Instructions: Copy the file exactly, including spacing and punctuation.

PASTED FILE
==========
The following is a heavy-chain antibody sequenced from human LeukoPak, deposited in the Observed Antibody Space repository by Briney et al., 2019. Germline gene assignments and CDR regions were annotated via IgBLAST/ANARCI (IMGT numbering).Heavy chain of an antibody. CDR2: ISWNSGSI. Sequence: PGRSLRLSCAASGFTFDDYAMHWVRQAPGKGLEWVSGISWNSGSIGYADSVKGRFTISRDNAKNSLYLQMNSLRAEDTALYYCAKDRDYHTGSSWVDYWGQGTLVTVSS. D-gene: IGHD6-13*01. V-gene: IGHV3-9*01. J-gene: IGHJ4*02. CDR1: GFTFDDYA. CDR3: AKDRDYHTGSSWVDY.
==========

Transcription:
The following is a heavy-chain antibody sequenced from human LeukoPak, deposited in the Observed Antibody Space repository by Briney et al., 2019. Germline gene assignments and CDR regions were annotated via IgBLAST/ANARCI (IMGT numbering).Heavy chain of an antibody. CDR2: ISWNSGSI. Sequence: PGRSLRLSCAASGFTFDDYAMHWVRQAPGKGLEWVSGISWNSGSIGYADSVKGRFTISRDNAKNSLYLQMNSLRAEDTALYYCAKDRDYHTGSSWVDYWGQGTLVTVSS. D-gene: IGHD6-13*01. V-gene: IGHV3-9*01. J-gene: IGHJ4*02. CDR1: GFTFDDYA. CDR3: AKDRDYHTGSSWVDY.